What it takes to live a good life

From Our Changing World, 9:07 pm on 10 December 2020

The secrets to a good life are as simple as a strong intimate relationship and plenty of rest, says Victoria University of Wellington psychologist Joseph Bulbulia.

couple at sunset

Photo: Alex Ilby / Unsplash

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More than 40,000 New Zealanders take part in the New Zealand Attitudes and Values Study. They regularly answer hundreds of carefully thought-out questions, posed by a team of researchers who are interested in a wide range of topics.

Joseph Bulbulia.

Joseph Bulbulia. Photo: Victoria University of Wellington

Joseph studies people and their lives outside work, with a focus on New Zealand society.

“I’m interested in what makes life good,” says Joseph. “What are the things that lead people to have a rewarding, satisfying, meaningful life.”

“Some of the surprising outcomes in the study have been, for me, the role of relationships,” says Joseph. “Much more so than making lots of money, or gaining promotion, or having a child.”

“We find people who are in relationships tend to report much greater satisfaction, much lower anxiety and distress.”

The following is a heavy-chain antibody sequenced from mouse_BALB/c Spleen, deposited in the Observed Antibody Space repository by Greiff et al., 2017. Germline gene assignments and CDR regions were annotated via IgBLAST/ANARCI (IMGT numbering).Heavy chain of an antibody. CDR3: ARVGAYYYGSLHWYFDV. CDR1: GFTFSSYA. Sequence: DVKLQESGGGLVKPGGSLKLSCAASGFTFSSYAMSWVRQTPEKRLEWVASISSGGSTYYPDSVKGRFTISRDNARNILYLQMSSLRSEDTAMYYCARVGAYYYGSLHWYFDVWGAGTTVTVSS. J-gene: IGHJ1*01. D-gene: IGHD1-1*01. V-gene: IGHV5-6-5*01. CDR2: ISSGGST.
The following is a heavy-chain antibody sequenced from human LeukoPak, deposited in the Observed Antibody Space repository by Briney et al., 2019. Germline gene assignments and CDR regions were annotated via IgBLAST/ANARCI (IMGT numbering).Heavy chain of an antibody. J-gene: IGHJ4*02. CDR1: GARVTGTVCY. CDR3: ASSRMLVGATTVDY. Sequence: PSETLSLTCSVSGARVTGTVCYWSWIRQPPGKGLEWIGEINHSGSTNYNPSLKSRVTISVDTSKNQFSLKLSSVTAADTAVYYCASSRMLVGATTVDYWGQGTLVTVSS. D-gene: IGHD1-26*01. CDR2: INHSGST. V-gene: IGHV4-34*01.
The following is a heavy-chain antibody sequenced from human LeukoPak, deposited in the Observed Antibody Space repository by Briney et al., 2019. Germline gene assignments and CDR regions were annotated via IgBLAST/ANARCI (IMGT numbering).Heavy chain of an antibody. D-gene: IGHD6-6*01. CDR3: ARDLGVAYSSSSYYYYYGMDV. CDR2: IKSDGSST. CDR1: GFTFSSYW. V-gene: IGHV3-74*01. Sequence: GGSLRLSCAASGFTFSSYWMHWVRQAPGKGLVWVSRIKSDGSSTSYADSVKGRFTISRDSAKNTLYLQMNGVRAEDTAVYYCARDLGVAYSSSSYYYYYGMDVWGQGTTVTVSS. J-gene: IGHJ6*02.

Joseph is quick to acknowledge that negative relationships can also be anxiety-provoking and distressing, but says that on average “it’s those personal relationships, in particular romantic ones, that tend to make people - on average - happier across society.”

“And the magnitude of the effect is massive.”

Silver lining to the lockdown

Joseph says he is also interested in the role that relaxation and “ease of effort” contribute to a sense of living a good life.

This came out of research carried out during New Zealand’s covid lockdown in early 2020.

He says the majority of people surveyed were not as challenged by the situation as the researchers had expected.

Many people reported “a sense of relief from the daily grind,” commenting that they were getting more sleep.

“Turning down the volume of the ordinary routine helped us to feel relief and then to cope with the extraordinary challenges,” says Joseph.

“We see the coming together of rest, relaxation and relationship in that first lockdown.”

“The distress that we do detect in the population at that time was happening in that subset of the population that was experiencing relationship challenges.”

Further listening

Biggest risk to ageing well is loneliness – listen to Yoram Borak talking about the power of social relationships in helping us age well.